Hospital visits for ambulatory care sensitive (ACS) conditions is one metric for identifying groups that did not
receive adequate and timely access to care during the emergency response. By monitoring health service
utilization for ACS conditions, health systems can assess who may have experienced lapses in care during an
emergency and can ensure these subgroups receive the care they need during the recovery phase. During the
recovery phase, documenting strategies and procedures that supported successful continuity of care during the
emergency can improve continuity of care for patients during the next disaster.
The COVID-19 pandemic has forced the United States to seriously examine the country's capacity to produce,
distribute, and deliver immunizations during an emergency. The U.S. Department of Health and Human Services
(HHS) developed the Operation Warp
Speed Strategy for Distributing a COVID-19 Vaccine. The strategy outlined several priority activities to
distribute vaccines to all Americans:
Engaging with state, tribal, territorial, and local partners and other stakeholders to promote vaccine
Utilizing a centralized and phased approach for distributing vaccines via health departments, federal
entities, and commercial partners like pharmacies
Ensuring distribution sites can store, handle, and safely administer vaccines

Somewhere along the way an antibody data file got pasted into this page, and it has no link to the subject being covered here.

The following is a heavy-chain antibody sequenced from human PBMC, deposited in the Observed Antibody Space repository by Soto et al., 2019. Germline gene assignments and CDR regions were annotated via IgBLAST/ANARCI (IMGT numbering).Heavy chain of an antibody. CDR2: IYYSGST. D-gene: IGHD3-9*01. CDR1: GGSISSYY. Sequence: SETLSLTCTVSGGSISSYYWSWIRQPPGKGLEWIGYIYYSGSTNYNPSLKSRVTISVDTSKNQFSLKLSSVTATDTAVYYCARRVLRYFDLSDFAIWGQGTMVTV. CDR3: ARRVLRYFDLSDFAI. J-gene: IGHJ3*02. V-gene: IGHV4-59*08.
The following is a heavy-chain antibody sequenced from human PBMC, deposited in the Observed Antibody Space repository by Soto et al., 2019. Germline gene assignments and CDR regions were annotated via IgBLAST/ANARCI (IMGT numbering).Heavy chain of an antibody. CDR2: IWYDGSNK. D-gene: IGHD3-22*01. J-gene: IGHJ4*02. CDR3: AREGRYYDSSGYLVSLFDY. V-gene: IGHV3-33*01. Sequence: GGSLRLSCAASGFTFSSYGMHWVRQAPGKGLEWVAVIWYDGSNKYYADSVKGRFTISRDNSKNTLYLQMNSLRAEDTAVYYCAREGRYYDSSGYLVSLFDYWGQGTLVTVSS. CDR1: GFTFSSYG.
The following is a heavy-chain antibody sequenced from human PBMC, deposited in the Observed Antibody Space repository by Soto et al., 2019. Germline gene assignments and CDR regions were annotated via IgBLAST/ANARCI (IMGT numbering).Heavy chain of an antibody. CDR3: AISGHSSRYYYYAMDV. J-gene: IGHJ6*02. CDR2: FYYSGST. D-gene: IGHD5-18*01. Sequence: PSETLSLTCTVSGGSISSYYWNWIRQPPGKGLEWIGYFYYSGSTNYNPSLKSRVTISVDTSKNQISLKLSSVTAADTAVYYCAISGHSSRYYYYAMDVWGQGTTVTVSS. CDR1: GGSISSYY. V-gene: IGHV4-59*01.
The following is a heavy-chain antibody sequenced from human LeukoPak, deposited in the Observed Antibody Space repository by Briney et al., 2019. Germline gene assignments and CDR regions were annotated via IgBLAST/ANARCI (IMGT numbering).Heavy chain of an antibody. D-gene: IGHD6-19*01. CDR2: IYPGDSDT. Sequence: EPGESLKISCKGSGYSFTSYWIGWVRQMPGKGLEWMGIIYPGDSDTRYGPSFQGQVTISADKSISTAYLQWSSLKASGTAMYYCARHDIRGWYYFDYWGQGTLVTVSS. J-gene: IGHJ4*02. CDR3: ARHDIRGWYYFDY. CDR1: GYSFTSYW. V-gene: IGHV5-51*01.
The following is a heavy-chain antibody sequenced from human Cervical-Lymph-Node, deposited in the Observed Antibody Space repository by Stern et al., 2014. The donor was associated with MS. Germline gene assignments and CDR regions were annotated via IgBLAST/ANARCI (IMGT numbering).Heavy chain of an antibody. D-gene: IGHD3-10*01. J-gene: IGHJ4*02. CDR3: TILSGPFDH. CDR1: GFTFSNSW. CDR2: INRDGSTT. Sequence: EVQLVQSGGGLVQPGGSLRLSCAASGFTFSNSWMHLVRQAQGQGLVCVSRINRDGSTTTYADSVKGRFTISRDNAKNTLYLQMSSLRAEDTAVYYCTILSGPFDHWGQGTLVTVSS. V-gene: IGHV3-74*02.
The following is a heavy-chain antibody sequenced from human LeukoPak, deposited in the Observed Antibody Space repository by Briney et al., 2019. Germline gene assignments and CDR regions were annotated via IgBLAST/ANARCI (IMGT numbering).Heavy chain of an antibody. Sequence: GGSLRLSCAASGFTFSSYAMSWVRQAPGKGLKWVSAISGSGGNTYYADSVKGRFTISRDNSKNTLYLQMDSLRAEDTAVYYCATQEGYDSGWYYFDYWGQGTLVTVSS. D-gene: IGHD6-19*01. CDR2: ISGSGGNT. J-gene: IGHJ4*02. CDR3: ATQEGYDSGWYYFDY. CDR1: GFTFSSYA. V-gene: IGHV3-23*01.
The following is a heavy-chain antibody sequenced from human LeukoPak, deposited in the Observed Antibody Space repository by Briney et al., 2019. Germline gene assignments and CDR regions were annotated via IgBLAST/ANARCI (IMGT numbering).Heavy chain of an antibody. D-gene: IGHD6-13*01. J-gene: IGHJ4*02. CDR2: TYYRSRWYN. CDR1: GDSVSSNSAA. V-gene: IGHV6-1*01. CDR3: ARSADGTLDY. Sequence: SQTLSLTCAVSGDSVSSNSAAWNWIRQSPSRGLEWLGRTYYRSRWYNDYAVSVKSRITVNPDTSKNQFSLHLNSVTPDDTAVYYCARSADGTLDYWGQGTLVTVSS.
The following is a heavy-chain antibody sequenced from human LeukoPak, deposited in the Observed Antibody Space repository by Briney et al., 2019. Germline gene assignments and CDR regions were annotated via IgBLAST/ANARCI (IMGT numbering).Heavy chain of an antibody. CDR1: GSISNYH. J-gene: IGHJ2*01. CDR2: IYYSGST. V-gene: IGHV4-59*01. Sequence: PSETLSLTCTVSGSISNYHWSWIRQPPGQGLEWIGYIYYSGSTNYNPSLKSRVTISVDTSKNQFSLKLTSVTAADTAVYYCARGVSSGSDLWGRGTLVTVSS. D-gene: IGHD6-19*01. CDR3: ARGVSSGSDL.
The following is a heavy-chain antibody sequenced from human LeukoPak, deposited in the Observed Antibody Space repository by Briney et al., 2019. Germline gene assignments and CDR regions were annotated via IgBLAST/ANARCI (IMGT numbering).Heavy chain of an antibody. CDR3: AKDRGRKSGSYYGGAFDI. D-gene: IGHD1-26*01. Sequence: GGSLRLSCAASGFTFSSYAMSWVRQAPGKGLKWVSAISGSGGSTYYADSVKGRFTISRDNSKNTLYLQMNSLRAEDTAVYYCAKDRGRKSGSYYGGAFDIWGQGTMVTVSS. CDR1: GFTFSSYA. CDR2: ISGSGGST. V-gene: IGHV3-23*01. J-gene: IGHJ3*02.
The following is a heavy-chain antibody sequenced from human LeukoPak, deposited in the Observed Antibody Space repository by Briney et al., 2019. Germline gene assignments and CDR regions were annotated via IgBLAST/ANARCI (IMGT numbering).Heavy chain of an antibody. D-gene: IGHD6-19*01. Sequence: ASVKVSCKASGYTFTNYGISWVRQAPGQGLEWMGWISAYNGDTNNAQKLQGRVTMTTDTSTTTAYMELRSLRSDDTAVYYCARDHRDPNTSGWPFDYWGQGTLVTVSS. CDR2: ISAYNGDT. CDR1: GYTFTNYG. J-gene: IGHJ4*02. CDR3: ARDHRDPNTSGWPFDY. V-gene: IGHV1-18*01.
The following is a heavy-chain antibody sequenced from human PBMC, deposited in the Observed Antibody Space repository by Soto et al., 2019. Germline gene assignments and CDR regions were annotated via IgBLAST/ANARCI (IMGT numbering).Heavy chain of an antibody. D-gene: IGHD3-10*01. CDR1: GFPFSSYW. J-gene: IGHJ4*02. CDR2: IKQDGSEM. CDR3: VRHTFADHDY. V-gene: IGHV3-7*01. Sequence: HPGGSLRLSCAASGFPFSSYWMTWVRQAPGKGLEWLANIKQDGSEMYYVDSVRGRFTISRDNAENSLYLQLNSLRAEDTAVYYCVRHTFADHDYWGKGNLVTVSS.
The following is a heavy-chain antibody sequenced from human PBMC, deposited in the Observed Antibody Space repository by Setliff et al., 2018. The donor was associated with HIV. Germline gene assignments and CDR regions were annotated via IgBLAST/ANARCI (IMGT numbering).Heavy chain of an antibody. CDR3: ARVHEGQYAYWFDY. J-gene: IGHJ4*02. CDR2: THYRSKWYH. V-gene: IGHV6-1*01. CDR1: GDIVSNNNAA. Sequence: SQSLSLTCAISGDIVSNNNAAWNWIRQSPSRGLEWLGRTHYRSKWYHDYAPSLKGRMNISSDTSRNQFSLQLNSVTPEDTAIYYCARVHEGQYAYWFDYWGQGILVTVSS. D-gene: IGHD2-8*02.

Collecting and monitoring data on distribution and administration of vaccines
Vaccine production uses materials (for example: glass vials, stabilizing agents) that require a stable supply
chain and a trained workforce to manufacture the vaccine. By anticipating potential bottlenecks in the supply
chain and, if possible, forecasting the demand in advance of an emergency, rural communities may be able to
avoid vaccine shortages in the future.
Distribution – Vaccine distribution to rural healthcare systems is heavily dependent on
the national approach. During the COVID-19 pandemic, the United States government used a centralized approach to
distribute COVID vaccines to attempt to maintain full visibility and tracking of the process across the country.
A contracted distributor then supplied the vaccines allocated by the government to state, tribal, and local
jurisdictions and authorized partners for delivery. Rural health systems can prepare for receiving vaccines by